CCRA Transportation chair Amaan Jabbar is an urban planning student at U of T Scarborough.

By Kathy McGrath

As an urban planning student, Amaan Jabbar has learned that city developers must consider many points of view. When he recently became the CCRA’s transportation chair, he began experiencing the diversity of opinions first-hand.

It’s Amaan’s role to keep an eye on issues like the flow of local traffic and how it affects drivers, commuters, cyclists and pedestrians alike. Recently he wrote an article for Centennial News about the widening of Port Union Road, noting the project will accommodate cyclists and walkers long-term but will cause temporary delays for drivers.

He is also watching the proposed Durham-Scarborough Bus Rapid Transit project,  which has garnered strong opposition from Highland Creek residents who say the Ellesmere route will be too disruptive to local homeowners. 

Amaan says that while he learns the different aspects of city building in school – topics like public policy, municipal governance, and infrastructure planning – it wasn’t until he started attending CCRA meetings that he saw, first-hand, the many perspectives that influence a development proposal.

“I learned through the CCRA that a lot of factors go into play when there is a proposed project – community consultations, meetings with city officials, feedback surveys,” he said. “I like that process of talking to communities to figure out how we can incorporate their wants into the project.

“From the 1960s to the ’80s, planning was about what the government and developers wanted,” said Amaan, who is in his third year at U of T Scarborough. “In the early 2000s, when intensification happened in the city, community engagement became important. Now it’s about consultation, feedback and editing – so there are lots of stages before projects can begin.”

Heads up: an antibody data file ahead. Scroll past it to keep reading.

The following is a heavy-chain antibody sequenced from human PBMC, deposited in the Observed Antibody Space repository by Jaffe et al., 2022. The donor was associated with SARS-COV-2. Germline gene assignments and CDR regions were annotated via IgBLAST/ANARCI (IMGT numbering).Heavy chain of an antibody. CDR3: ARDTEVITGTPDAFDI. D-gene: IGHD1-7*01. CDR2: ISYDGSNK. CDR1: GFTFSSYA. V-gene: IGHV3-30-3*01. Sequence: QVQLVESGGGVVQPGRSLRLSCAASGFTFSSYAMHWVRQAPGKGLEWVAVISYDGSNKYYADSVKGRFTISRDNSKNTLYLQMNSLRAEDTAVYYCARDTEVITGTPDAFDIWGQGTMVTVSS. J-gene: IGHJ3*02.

He said joining the CCRA was a “welcoming and warm experience.” Initially, he attended meetings to listen and observe, but soon started contributing information and it wasn’t long before he became the transportation chair. 

Like most local residents, Amaan loves the plethora of green spaces and parks in our community. He’s also a fan of Centennial’s urban art, specifically the painted tunnel at the waterfront, the decorated utility boxes and the mural on the Centennial Plaza, which he calls a landmark in our community.

As a proponent of complete communities, where residents have everything they need within a 15-minute radius, Amaan makes a point of supporting local businesses. He goes to The Shop for a haircut and Mr. Beans for coffee and bagels.

Despite the strengths of our neighbourhood, he feels we could benefit from more community engagement. “CCRA is a great organization. It’s very active and we’re always up to new things,” he said. “People should be joining and attending meetings to find out what’s going on.”

After graduation, Amaan may work for a year and then study urban planning at the graduate level. After that he’d like a career working for the City of Toronto as a planner or community development officer. Ideally, he’d like a hybrid position that takes him out of the office and allows him to be “on the ground talking with people.”

Amaan, who attended Mowat Collegiate, is a people person. No doubt that quality was helpful during the pandemic when he lived closely with his parents and three siblings. Despite the typical family squabbles, he said he tries to appreciate the time he now has with his brother and sisters because they’ll soon be going in different directions.

With his academic ambitions and enthusiasm for grassroots involvement, Amaan’s life appears to be going in one direction – up!